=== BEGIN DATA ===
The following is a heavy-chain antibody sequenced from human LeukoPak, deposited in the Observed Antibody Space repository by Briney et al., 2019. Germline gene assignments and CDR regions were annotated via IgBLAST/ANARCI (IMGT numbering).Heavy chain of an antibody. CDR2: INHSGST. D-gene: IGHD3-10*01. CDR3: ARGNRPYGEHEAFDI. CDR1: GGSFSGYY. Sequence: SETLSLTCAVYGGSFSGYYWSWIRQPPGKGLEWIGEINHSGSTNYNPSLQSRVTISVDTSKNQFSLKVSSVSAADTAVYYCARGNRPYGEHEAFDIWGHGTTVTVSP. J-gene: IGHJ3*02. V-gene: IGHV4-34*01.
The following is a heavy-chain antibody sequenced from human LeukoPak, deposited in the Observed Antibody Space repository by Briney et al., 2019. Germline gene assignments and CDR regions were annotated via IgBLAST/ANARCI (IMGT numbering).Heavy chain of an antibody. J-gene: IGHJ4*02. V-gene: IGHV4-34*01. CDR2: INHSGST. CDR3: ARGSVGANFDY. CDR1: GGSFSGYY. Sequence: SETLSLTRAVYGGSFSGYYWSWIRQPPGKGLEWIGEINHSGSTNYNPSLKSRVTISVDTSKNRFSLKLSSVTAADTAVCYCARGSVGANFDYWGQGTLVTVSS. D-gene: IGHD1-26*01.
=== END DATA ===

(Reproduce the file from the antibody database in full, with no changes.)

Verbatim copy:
The following is a heavy-chain antibody sequenced from human LeukoPak, deposited in the Observed Antibody Space repository by Briney et al., 2019. Germline gene assignments and CDR regions were annotated via IgBLAST/ANARCI (IMGT numbering).Heavy chain of an antibody. CDR2: INHSGST. D-gene: IGHD3-10*01. CDR3: ARGNRPYGEHEAFDI. CDR1: GGSFSGYY. Sequence: SETLSLTCAVYGGSFSGYYWSWIRQPPGKGLEWIGEINHSGSTNYNPSLQSRVTISVDTSKNQFSLKVSSVSAADTAVYYCARGNRPYGEHEAFDIWGHGTTVTVSP. J-gene: IGHJ3*02. V-gene: IGHV4-34*01.
The following is a heavy-chain antibody sequenced from human LeukoPak, deposited in the Observed Antibody Space repository by Briney et al., 2019. Germline gene assignments and CDR regions were annotated via IgBLAST/ANARCI (IMGT numbering).Heavy chain of an antibody. J-gene: IGHJ4*02. V-gene: IGHV4-34*01. CDR2: INHSGST. CDR3: ARGSVGANFDY. CDR1: GGSFSGYY. Sequence: SETLSLTRAVYGGSFSGYYWSWIRQPPGKGLEWIGEINHSGSTNYNPSLKSRVTISVDTSKNRFSLKLSSVTAADTAVCYCARGSVGANFDYWGQGTLVTVSS. D-gene: IGHD1-26*01.